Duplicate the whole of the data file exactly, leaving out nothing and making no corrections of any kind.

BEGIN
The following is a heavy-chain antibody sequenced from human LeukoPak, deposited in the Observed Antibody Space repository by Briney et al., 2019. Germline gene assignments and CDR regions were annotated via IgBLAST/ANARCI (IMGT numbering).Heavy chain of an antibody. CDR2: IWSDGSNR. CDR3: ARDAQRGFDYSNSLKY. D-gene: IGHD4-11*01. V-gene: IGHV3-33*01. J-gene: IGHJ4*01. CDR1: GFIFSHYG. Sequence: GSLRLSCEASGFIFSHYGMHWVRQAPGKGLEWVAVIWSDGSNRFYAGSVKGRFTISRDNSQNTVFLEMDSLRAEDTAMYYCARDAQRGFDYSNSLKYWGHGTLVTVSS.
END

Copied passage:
The following is a heavy-chain antibody sequenced from human LeukoPak, deposited in the Observed Antibody Space repository by Briney et al., 2019. Germline gene assignments and CDR regions were annotated via IgBLAST/ANARCI (IMGT numbering).Heavy chain of an antibody. CDR2: IWSDGSNR. CDR3: ARDAQRGFDYSNSLKY. D-gene: IGHD4-11*01. V-gene: IGHV3-33*01. J-gene: IGHJ4*01. CDR1: GFIFSHYG. Sequence: GSLRLSCEASGFIFSHYGMHWVRQAPGKGLEWVAVIWSDGSNRFYAGSVKGRFTISRDNSQNTVFLEMDSLRAEDTAMYYCARDAQRGFDYSNSLKYWGHGTLVTVSS.